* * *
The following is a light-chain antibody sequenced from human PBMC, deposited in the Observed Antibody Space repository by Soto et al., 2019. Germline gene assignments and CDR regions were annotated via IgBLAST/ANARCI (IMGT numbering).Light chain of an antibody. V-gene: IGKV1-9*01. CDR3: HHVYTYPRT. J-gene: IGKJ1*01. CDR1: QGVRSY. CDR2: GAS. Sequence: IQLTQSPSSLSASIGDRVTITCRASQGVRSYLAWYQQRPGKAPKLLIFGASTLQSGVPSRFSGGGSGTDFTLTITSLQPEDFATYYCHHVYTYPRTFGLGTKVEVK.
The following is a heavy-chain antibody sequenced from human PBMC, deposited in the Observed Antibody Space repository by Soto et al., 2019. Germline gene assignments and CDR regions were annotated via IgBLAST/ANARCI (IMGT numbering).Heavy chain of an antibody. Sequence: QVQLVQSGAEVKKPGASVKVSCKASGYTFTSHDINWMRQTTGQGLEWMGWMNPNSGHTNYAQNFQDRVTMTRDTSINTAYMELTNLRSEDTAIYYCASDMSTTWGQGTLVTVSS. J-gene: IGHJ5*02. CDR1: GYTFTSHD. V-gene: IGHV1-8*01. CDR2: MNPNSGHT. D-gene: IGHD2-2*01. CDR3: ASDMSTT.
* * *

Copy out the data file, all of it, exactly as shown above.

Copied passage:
The following is a light-chain antibody sequenced from human PBMC, deposited in the Observed Antibody Space repository by Soto et al., 2019. Germline gene assignments and CDR regions were annotated via IgBLAST/ANARCI (IMGT numbering).Light chain of an antibody. V-gene: IGKV1-9*01. CDR3: HHVYTYPRT. J-gene: IGKJ1*01. CDR1: QGVRSY. CDR2: GAS. Sequence: IQLTQSPSSLSASIGDRVTITCRASQGVRSYLAWYQQRPGKAPKLLIFGASTLQSGVPSRFSGGGSGTDFTLTITSLQPEDFATYYCHHVYTYPRTFGLGTKVEVK.
The following is a heavy-chain antibody sequenced from human PBMC, deposited in the Observed Antibody Space repository by Soto et al., 2019. Germline gene assignments and CDR regions were annotated via IgBLAST/ANARCI (IMGT numbering).Heavy chain of an antibody. Sequence: QVQLVQSGAEVKKPGASVKVSCKASGYTFTSHDINWMRQTTGQGLEWMGWMNPNSGHTNYAQNFQDRVTMTRDTSINTAYMELTNLRSEDTAIYYCASDMSTTWGQGTLVTVSS. J-gene: IGHJ5*02. CDR1: GYTFTSHD. V-gene: IGHV1-8*01. CDR2: MNPNSGHT. D-gene: IGHD2-2*01. CDR3: ASDMSTT.